This was not intended as a full workout so much as just poking around areas I’d not seen before. To be honest, it’s not as if I really missed that much. I spent more time calming nervous yard dogs than anything else. They are abundant out here. The area is a triangle with Harrah Road on the west, SE 29th on south and the North Canadian River as the hypotenuse. I never got close enough to see the river, but I noticed there was a lot of open prairie out here.
I chose to head north on Henney Road, then straight east on Reno as far as I could go. Before I was even half-way, a trio of Apache helicopters passed at low altitude heading ENE. You might have heard that the Pentagon has ordered all National Guard units to turn in their Apaches and I’m sure this flight was part of that. They are quite rare in Central Oklahoma otherwise. Nobody is talking, not honestly at least, so we can only speculate why the Pentagon is doing this. Maybe they are running out of Apaches and the money to replace them. Maybe they are making sure the states don’t have one of the most advanced weapon systems in the world should the states choose to resist something like federal marshal law. Who knows?
Once I passed Harrah Road on Reno, much of the traffic was hauling sand, gravel or cement. There were several different kinds of depots for this kind of stuff, including one each from Harrah City, Oklahoma County and something unmarked but clearly a government operation — all within that first mile or so. On the maps, Reno goes out close to the river, then turns south on a very sketchy road tracing. However, that dirt path is actually private property behind a gate, so that ended my wandering in that direction.
I came back to Pottawatomie Road and headed south to SE 15th. Turning east again, I rode past this womens’ “retreat center.” It’s named after Mabel Bassett. I’ve dealt with the state DOC from time to time visiting inmates at various facilities. It’s a very degrading experience just visiting, despite their claims to wishing more folks would visit.
Farther down, SE 15th exhibits one of the most unusual washouts I’ve ever seen. The water was quite selective in what it dissolved. Pottawatomie County has been exceedingly slow in fixing any of these washouts. Of all the road blocks I ran into during my first few photo-journeys, only those in Pottawatomie County are untouched after these three months.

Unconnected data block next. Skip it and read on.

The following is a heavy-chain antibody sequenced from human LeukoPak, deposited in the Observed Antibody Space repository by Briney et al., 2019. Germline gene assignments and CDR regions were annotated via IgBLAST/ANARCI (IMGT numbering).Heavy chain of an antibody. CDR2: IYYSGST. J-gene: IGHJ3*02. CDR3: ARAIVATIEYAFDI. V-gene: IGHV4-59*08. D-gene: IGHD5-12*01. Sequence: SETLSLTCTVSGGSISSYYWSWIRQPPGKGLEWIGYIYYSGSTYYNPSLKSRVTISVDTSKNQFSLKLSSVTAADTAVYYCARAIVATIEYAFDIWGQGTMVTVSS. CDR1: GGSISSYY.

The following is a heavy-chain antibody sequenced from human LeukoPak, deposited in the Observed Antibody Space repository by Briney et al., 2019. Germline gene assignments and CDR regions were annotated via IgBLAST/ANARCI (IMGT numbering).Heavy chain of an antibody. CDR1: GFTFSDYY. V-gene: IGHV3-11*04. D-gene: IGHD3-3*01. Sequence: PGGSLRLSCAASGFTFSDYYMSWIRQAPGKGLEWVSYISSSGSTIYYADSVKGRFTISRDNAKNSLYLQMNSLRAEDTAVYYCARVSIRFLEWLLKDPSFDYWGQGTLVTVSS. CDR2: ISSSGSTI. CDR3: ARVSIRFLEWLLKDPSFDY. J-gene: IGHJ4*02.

Heading back to Harrah Road I decided to check out the progress on the widening project down near SE 44th. It’s moving along well, and I decided to get a closer look at the washout just barely visible on SE 44th east of Harrah. Now this one falls just inside the boundary for Oklahoma County, and I now realize what’s taking them so long. It’s just a minor loss of material under the bridge apron. I walked over the dumped fill material and stood atop a matching heap on the far side, aiming the camera back at the only visible damage. The hole itself was too dark for the camera to register what I could see inside, but it was not too severe. However, from what I’ve seen, they’ll have to rip out the whole thing before they can properly repair it. So while there were two small washouts near the prison refilled, if not repaved, there’s nothing out here to offer any political leverage, just a few houses and some small agricultural plots. It’s all accessible from one direction or the other.
To make up for being only about 25 miles, I made the last serious hill a hard sprint, coming up SE 44th west bound toward Henney Road. That left me just a couple of miles from home.
David dedicates this song to Jeduthun, a man who served him as leader of a choir of musical priests with prophetic gifts. This psalm is built on the image of faithful retainer, a warlord serving some mighty sovereign. Whatever David might have been in the eyes of men, he was just a servant of Jehovah.
He stands quietly in courts of his Lord, waiting until his master should take a notion to call him. David asserts no one else is worthy of that level of devotion. But instead of the Lord needing his battle hardened experience, it is the Lord who protects David. For this reason, David does not tremble at even the most shocking threats in this world.
And there are threats aplenty against David. Will they never learn, these fools who plot ceaselessly against God’s anointed? He would outlive them all. Their petty maneuvering reminds David of a stone wall that has begun to sag; it’s just a matter of time before it collapses under its own weight. In David’s court he never lacked for yes-men who gave mere lip service while seeking any opportunity to betray him.
So David repeats his first refrain with but slight modification in the wording. David is serves at God’s whim, and God is the only One able to guard him against human foes. It’s like standing on a high rocky cliff looking down on his enemies. David calls out to all who hear his voice: Trust in God alone! Place no trust in human power and authority.